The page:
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Home Remedies > Amino Acid
Amino Acid
Supplements - Amino Acids
Wednesday, 30 September 2009 09:13
 

Amino Acid

Amino acids are the building blocks that make up proteins, which are essential to life. When you consume protein-filled food, your body breaks it down into different amino acids.

These amino acids make up muscles, ligaments, tendons, organs, glands, nails, hair, vital body fluids, and control bone growth.

Next to water, protein takes up the greatest proportion of our body weight.

There are twenty-eight amino acids that are combined in different ways to create hundreds of different types of proteins present in all living things.

Amino acids are classified into two categories--essential amino acids and non essential amino acids.

Non essential amino acids are synthesized in the body from other amino acids. The liver produces about 80% of the amino acids needed.

Essential amino acids must be obtained through a protein-filled diet.

Non essential amino acids include:

  • Alanine
  • Arginine
  • Asparagine
  • Aspartic Acid
  • Citrulline
  • Cysteine
  • Cystine
  • Gamma-amino butyric
  • Glutamic Acid
  • Glutamine
  • Glycine
  • Homocysteine
  • Ornithine
  • Proline
  • Serine
  • Taurine
  • Tyrosine

Essential amino acids include:

  • Histidine
  • Isoleucine
  • Lecine
  • Lysine
  • Methionine
  • Phenylalanin
  • Threonine
  • Tryptophan
  • Valine

There are very few side effects associated with consuming amino acids; they are safe when consumed through food and relatively safe when taken through supplementation (as long as you follow the directions given, that is).

A major concern would be not consuming enough amino acids. This can cause an upset and imbalance in your body, resulting in many ailments. For example: iron deficiency, edema, negative nitrogen balance, indigestion, depression, and stunted growth.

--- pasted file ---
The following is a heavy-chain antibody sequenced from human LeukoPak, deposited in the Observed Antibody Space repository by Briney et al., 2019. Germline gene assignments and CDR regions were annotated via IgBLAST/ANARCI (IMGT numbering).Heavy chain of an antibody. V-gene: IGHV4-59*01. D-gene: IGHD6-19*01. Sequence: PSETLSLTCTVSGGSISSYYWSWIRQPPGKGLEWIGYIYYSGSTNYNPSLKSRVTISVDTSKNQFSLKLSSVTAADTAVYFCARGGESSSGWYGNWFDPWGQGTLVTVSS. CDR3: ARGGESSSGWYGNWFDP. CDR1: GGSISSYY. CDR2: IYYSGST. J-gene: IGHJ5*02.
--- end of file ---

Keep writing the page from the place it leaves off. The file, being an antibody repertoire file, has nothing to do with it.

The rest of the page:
Although, eating a diet containing massive amounts of protein can be very unhealthy. This puts undue stress on the kidneys and liver--which are faced with processing the waste products of protein metabolism.

With excess stress on the liver, too much protein consumption, and poor digestion, toxic levels of ammonia can accumulate. This can be a serious health hazard and should be reported to a doctor immediately. The quality--not the quantity--of protein in the diet it what matters.

Amino acids, vitamins, and minerals all work together, enabling each other to perform their jobs properly. For example, if you take a multivitamin containing vitamins and minerals on an empty stomach, it won’t be absorbed because there are no amino acids in your system.

Likewise, insufficient intake of vitamins and minerals can interfere with the absorption of amino acids. Vitamin C and Vitamin B6 are very important in the absorption of amino acids, as they help to transport the amino acids throughout the body.

Amino acids are available in amino acid formulas (both essential and non essential), in certain multivitamin formulas, protein mixtures, and food supplements. They can be consumed as capsules, tablets, liquids, and powders.

Anyone can benefit from supplementing amino acids into their diet. When you take a specific amino acid or amino acid combination, it supports the metabolic pathway involved in your particular ailment. It is advised that vegetarians take a formula containing all of the essential amino acids to ensure that their protein requirements are met daily.

When supplementing amino acids into your diet, it is best to choose free-form amino acids as they need no digestion and are absorbed directly into the blood stream. Always take amino acids on an empty stomach to avoid making them compete for absorption with the amino acids present in foods.

Amino acids should not be taken for long periods of time; moderation is the key. Never give supplemental amino acids to a child or take doses of any amino acid in excess of the amount recommended.

Last Updated on Saturday, 20 April 2013 17:22
 
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